Darren Jordan Cunningham may not like talking about music, but he certainly enjoys thinking about it. Every one of his releases as Actress comes steeped in quasi-philosophical meditations on identity, sci-fi futurism, and abstract ideas about color and geometry, while his previous release, 2014’s Ghettoville, was accompanied by a Beat-poem eulogy for the Actress name and music itself. Fortunately, you don’t have to take those treatises seriously to enjoy Actress’ music—least of all that last one, which turned out to be a premature farewell to Cunningham’s idiosyncratic, bleached, and bit-crushed take on minimalist techno. “X22RME” announces the welcome return of Actress on new album AZD, a shift way from the gloomy churn of Ghettoville and back toward the more woozy, playful sounds of Splazsh. After nearly a minute of digital feedback that dares you to click away, a rinsed-out four-on-the-floor beat kicks in and begins to slowly build its burbling synth sounds into a pixelated rave, before everything drops out for a disorienting, double-tracked conversation on artistic interpretation from voices in English and Japanese. It’s typically heady stuff, but also unobtrusive and hypnotic enough to nurture your own deep thoughts. For example, when are that guy in the welding helmet and those Japanese fashion models gonna play soccer already?
It’s easy to focus on just how young The Lemon Twigs are, but they’d be just as impressive at any age. Teenagers Brian and Michael D’Addario were obviously schooled on Elton John, Rufus Wainwright, and early Bowie while they learned their multiple instruments (they both switch between guitar and drums onstage) and practiced songwriting during their formative years on Long Island. The duo’s first album, last year’s Do Hollywood (4AD), rightly kicked them off on a world tour and snagged them an impressive Late Show appearance, and even their inspiration Elton John now counts himself as a fan. “These Words” is the dreamiest pop ditty this side of Todd Rundgren, while “I Wanna Prove To You” is an orchestral doo-wop throwback (aided by an inspired documentary video that explores the relationship between an adorable senior-citizen couple). For a gateway cut, check out “As Long As We’re Together,” a five-minute epic that crams an entire space-age rock opera into one lo-fi pop song. On second thought, maybe it is the D’Addarios’ youth that gives them the lack of self-consciousness to play up those theatrics, as well as the willingness—and the stamina—to open up your heart, just to see it get punted across the floor.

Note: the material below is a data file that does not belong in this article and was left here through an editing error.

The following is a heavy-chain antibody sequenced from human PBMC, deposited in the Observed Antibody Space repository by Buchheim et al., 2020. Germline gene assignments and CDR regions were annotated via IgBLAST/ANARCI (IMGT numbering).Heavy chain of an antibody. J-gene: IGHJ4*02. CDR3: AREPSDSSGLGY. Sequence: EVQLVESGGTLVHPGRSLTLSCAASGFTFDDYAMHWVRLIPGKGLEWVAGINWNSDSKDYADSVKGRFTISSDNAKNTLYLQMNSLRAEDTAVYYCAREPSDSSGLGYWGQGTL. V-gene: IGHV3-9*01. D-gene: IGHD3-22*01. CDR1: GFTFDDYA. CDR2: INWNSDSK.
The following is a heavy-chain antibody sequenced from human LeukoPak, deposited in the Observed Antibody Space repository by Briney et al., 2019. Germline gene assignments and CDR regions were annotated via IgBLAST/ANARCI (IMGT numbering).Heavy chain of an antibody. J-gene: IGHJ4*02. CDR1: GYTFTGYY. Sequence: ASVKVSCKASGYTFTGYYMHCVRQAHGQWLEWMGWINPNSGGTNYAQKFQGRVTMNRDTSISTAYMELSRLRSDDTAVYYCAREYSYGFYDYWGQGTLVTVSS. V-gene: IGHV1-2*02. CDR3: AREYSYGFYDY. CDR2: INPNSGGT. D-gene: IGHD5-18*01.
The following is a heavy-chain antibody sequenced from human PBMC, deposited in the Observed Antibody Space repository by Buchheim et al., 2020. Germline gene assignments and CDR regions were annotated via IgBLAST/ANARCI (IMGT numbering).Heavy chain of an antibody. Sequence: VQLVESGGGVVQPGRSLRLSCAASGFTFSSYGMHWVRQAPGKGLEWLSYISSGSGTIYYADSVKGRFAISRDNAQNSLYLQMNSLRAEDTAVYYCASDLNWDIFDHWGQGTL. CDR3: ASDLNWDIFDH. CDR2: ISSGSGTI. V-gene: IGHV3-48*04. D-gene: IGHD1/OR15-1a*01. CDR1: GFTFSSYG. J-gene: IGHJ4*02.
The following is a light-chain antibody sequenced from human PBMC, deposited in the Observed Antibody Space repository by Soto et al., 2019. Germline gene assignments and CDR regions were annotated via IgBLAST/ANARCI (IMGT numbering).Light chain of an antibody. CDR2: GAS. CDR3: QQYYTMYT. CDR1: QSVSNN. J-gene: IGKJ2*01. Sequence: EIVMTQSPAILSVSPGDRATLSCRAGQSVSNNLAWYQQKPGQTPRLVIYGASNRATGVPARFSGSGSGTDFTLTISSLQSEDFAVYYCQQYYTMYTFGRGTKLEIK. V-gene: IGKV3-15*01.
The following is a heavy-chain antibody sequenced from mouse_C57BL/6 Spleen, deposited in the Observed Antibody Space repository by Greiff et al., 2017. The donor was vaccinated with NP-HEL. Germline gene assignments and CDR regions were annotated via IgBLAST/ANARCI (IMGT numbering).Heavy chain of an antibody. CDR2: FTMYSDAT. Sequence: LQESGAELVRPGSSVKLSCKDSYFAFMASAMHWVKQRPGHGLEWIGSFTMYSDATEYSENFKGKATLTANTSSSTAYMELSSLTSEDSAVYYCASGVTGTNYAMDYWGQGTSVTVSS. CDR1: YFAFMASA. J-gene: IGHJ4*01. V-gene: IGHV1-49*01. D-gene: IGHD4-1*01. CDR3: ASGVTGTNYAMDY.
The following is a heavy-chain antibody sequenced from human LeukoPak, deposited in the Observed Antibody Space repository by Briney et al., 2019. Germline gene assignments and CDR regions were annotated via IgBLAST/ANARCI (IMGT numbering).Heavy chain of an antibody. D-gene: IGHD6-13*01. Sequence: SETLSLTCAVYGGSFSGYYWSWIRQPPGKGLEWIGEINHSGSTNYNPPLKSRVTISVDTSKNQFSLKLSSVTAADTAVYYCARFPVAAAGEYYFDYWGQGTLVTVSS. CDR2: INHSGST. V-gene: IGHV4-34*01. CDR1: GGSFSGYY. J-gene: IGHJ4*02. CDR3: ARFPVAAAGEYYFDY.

I’m not usually one for ’80s-biting pop, but “Tightrope” does something different. It’s the first release from LPX, a.k.a. Lizzy Plapinger, frontwoman for retro-groove act MS MR. In her solo debut, Plapinger steps into the role of dance-floor diva with a rawness and intensity that most music in this genre usually pretties up, or else funnels into belting, Adele-style vocal calisthenics. LPX, by contrast, begins the song with a frenetic edge to her vocals, and it only gets more elevated as she goes along. The choruses transform the track from a shimmy to a stuttering burst of guitar-driven eruptions, over which her voice wails into extremities, as though she were driving herself hoarse—and just when you think it’s about to power the song into blissful, open release, it pulls back again, bringing her down to a more restrained timbre. This push-and-pull is what makes the song so vital, but also makes me frustrated she hasn’t put out a proper full-length record yet, damn it.
Tinariwen is one of music’s most fascinating stories. Formed among the camps of the Tuareg people’s rebellion against Mali, this musical collective has been recording its uniquely guitar-heavy rendition of traditional Tuareg music for more than 30 years. What started as a band whose songs of repression and rebellion were traded around the Sahara on homemade cassette tapes has become a Grammy-winning, world-touring troupe with records that reach around the globe. “Sastanàqqàm,” a highlight from the band’s new album, Elwan, is a perfect introduction to its work. Its funky bass line and call-and-response vocals give way to a blast of fiery blues guitar, and it’s at this point that Tinariwen’s effortlessly badass musical amalgamation is revealed in all its glory. The rest of the song vamps on that same basic progression, each recursion more electrifying than the last.
I started listening to Everything But The Girl way after the fact, probably in 2010 or so, when I was looking for midtempo late-’90s electronic music to steady my blood pressure at a job I didn’t like. The English duo, consisting of married couple Tracey Thorn and Ben Watt, had a full decade of wistful, romantic folk music under their belts before they about-faced on their last two albums to embrace U.K. electronic music. Walking Wounded was the first of these, and single “Wrong” is the perfect fusion of their styles, featuring the keening romanticism of their early work alongside stately dance drums and Thorn’s unlikely turn as an melancholy dance-floor diva. The track presages the bleary, lovelorn pulse of recent work by The xx, not to mention the headphone-friendly pulse of millennial Kompakt releases, all the way back in ’96. The track and the album are rightly regarded as classics, but I keep quietly rediscovering them year after year, their low-key pleasures only growing with time.